Despite our reputation around here as market crazed fanatics whc would do and argue anything to further the interests of international capital there is indeed a method to our perceived extremism: no, not that we are in fact market crazed fanatics.
I certainly am driven to recommend markets as the solution to most problems most of the time simply because markets are indeed the solution to most problems most of the time.
Take for example the problem of child labour. Most certainly we would all prefer a better world in which the young go to school and prepare themselves for making the future world even better. But as Paul Krugman points out, this isn’t actually one of the options available to those who currently labour in carpet factories, brickworks or upon garbage dumps. The options are work or starve.
So what might we do to try and reduce these pressures upon the young innocents? How about globalisation?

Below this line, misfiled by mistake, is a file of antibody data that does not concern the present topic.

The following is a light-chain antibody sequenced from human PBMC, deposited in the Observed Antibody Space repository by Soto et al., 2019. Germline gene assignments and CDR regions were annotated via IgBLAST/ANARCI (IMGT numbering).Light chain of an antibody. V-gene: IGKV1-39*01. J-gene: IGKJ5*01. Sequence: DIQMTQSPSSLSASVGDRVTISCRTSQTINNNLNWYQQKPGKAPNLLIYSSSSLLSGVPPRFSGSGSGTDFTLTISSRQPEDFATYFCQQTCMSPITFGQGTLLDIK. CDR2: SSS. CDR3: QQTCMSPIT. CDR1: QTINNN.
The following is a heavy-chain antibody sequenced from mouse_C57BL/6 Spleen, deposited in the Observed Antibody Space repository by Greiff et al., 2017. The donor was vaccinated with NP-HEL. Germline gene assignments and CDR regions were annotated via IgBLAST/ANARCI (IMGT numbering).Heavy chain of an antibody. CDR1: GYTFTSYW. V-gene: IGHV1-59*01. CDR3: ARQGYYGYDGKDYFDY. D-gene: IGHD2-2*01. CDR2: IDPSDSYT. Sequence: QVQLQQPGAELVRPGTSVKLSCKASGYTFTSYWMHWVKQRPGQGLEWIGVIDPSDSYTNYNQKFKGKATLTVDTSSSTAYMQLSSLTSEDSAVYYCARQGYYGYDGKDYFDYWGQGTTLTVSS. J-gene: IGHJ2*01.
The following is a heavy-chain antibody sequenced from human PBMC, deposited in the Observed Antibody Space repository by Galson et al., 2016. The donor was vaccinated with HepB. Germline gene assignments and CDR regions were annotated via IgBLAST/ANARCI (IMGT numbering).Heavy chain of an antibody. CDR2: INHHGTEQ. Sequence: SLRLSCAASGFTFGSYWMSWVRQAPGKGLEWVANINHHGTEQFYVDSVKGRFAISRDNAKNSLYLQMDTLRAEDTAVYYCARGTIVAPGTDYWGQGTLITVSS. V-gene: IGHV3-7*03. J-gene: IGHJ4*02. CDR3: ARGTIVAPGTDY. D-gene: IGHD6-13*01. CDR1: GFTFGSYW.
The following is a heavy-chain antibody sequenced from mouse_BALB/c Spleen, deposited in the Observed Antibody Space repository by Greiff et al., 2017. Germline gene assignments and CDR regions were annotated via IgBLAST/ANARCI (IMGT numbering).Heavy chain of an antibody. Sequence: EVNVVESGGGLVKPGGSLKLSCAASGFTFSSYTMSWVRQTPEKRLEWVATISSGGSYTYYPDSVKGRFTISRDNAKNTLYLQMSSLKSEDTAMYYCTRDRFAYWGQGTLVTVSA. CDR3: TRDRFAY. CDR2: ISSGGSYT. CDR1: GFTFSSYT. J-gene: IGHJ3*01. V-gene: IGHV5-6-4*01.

We examine the effects of trade liberalization on child work and schooling in Indonesia. (…) Our main findings show that increased exposure to trade liberalization is associated with a decrease in child work and an increase in enrolment among 10 to 15 year olds. The effects of tariff reductions are strongest for children from low skill backgrounds and in rural areas. However, a dynamic analysis suggests that these effects reflect the long term benefits of trade liberalization, through economic growth and subsequent income effects, while frictions and negative adjustment effects may occur in the short term.
Please note, this is not a result of us in the rich countries reducing our tariff barriers to Indonesian products. This is the result of the Indonesian government reducing tariff barriers to imports. Just another proof that imports are what make us all rich and that it is wealth that reduces child labour.
The policy prescription seems obvious as well. All those campaigning for the end of child labour (a worthy and noble goal) should in fact be campaigning for the poor countries where child labour exists to reduce their import tariffs. Sadly, of course, this is not what happens: all too many seem to be arguing for both the end of child labour and also that those nasty western products must be kept out of the poor countries so as to protect infant industries. A depressingly counter-productive course of action.